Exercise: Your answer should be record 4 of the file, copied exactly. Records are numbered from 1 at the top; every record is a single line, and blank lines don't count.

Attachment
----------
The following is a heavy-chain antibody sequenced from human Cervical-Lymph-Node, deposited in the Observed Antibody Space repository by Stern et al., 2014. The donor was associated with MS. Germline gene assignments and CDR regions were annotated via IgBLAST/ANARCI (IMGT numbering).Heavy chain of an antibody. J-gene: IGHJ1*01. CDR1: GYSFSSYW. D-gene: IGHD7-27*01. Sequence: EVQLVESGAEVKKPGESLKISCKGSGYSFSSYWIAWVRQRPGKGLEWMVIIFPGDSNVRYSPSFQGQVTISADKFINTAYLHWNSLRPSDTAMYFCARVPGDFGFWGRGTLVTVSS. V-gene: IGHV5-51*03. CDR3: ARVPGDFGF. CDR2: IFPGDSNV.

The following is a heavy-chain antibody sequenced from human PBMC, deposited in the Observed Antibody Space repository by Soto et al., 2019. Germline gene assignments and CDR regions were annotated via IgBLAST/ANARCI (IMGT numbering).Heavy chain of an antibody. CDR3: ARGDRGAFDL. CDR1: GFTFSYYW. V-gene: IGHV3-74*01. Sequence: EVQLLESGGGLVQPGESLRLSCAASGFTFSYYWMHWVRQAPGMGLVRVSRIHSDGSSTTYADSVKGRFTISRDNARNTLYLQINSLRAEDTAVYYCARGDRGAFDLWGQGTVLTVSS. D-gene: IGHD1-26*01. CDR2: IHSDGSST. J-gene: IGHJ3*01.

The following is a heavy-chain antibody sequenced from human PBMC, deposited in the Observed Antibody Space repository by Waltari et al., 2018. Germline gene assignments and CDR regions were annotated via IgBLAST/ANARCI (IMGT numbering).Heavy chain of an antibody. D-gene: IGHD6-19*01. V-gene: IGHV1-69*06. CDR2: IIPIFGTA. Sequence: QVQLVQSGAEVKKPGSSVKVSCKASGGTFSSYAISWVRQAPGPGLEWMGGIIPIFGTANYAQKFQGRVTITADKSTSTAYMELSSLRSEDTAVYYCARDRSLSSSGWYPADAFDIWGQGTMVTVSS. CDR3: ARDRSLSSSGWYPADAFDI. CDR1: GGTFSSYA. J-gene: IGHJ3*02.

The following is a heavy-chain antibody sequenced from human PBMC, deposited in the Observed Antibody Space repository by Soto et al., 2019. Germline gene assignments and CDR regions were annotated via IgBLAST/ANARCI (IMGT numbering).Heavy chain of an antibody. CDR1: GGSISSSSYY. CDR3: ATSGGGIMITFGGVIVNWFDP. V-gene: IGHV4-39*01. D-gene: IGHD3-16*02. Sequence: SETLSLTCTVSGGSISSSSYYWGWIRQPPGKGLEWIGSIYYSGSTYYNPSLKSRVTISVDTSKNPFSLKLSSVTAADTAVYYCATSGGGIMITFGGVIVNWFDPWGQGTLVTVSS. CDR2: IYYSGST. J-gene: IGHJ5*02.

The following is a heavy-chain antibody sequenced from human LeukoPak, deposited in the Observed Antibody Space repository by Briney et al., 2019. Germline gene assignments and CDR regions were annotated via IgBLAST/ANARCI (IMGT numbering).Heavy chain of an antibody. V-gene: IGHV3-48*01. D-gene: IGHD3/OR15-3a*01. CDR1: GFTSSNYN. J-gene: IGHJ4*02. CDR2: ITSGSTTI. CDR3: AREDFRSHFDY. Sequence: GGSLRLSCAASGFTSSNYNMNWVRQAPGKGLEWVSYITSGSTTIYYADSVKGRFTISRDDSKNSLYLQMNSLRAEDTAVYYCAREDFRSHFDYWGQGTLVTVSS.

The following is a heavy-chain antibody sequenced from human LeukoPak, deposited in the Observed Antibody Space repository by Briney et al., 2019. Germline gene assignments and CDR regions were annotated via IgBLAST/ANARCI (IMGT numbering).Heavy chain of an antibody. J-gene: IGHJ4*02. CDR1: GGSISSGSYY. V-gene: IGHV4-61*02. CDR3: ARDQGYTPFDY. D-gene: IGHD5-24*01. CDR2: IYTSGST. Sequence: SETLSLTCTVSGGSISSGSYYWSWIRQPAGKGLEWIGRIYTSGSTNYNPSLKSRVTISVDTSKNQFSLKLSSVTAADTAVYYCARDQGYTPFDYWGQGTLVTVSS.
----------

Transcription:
The following is a heavy-chain antibody sequenced from human PBMC, deposited in the Observed Antibody Space repository by Soto et al., 2019. Germline gene assignments and CDR regions were annotated via IgBLAST/ANARCI (IMGT numbering).Heavy chain of an antibody. CDR1: GGSISSSSYY. CDR3: ATSGGGIMITFGGVIVNWFDP. V-gene: IGHV4-39*01. D-gene: IGHD3-16*02. Sequence: SETLSLTCTVSGGSISSSSYYWGWIRQPPGKGLEWIGSIYYSGSTYYNPSLKSRVTISVDTSKNPFSLKLSSVTAADTAVYYCATSGGGIMITFGGVIVNWFDPWGQGTLVTVSS. CDR2: IYYSGST. J-gene: IGHJ5*02.